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Boston College Baseball - Looking Ahead to 2018

The Eagles return a majority of the 2017 team that finished the season on a 16-6 tear

Image courtesy of BCEagles.com
BCEagles.com

Now that the season is a week behind us, and the underclassmen members of the BC baseball team are off playing summer ball, it’s time to take a look toward the future and discuss some key components of next year’s team. Before we talk about personnel however, we need to discuss the biggest news surrounding the program moving forward: the new stadium.

The 2018 season will mark the first year that the Eagles will play in their new home across Commonwealth Avenue on Brighton Campus. Even though I still think the amenities of the stadium complex on Brighton are lacking (I haven’t heard of any upgrades made to the plans we covered in the post back in March), I think the stadium itself will be a huge upgrade for the program. Yes, Shea Field embodied BC baseball and was beloved by all Eagles’ players, but it’s time for the program to join the rest of the country with upgraded facilities. The field turf will help with fall and early-spring practices, as even the slightest inclement weather has historically kept the Eagles on the sidelines. Not mention, the upgraded playing surface will mean fewer rain-outs during the season, which, if you look at the number of games missed this year (or played at Northeastern), could’ve propelled BC over the .500 mark for the year. Also, having lights and a designated media-area will be huge additions as they’ll allow BC to play traditional Friday night games during the ACC schedule that attract the most fans, and have games broadcast on television, something Shea Field never offered. All-in-all, while I still feel the athletic department and administration could have, and should have, gotten more bang for their buck with this stadium, it will still serve as a huge and needed upgrade for the program as a whole.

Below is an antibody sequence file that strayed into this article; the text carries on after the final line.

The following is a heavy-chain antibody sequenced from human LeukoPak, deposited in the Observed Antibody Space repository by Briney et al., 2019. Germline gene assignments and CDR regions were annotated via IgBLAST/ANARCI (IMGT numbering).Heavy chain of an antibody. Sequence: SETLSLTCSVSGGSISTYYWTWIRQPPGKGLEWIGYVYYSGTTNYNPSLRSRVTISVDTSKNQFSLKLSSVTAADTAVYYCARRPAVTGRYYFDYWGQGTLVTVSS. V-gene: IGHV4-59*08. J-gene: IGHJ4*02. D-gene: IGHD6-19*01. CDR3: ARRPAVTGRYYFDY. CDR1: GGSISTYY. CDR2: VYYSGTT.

Now, as for next year’s team, the Eagles are, in my estimation, in really good shape. The majority of this season’s lineup and rotation are expected to be back on the Heights come September. I say “expected” because, aside from the seniors leaving the program, there are a few underclassmen that could hear their name called during the MLB draft next week. The chief among those is two-way star Donovan Casey. Casey flew up draft boards this spring as he showed a live arm on the mound, running his fastball up to 94 mph, while also showcasing decent off-speed pitches. One publication recently had Casey in their top-200 draft prospects, meaning that they think he’ll go somewhere in the first five or six rounds next week. Other outlets have him going a little bit later, but still within the top-10 rounds. If either of those scenarios play out, and he’s selected in the top-10 rounds, more than likely, we will have seen the last of Casey in a BC uniform, unfortunately. Another player to watch in the draft is Jacob Stevens. Though only a sophomore, Steven is draft eligible, as he did a postgraduate year after graduating high school. He will more than likely get taken at some point during the draft. The question is, where? I think if he goes anywhere after the top-20 rounds, he’ll come back to school. Anywhere within the top-20, and he’ll have a decision to make. Usually, after about the tenth round, the signing bonuses offered to players decrease dramatically. However, as a draft-eligible sophomore, Stevens holds a lot of leverage because he has two years of playing remaining at BC, meaning that he could, in theory, extract more money from the team that drafted him even if the round isn’t that high. Other names to keep an eye on as it pertains to the draft are juniors Brian Rapp and Jake Palomaki. Both had solid years and could very well hear their names called in the later rounds, though, I expect both to be back on campus for the senior season.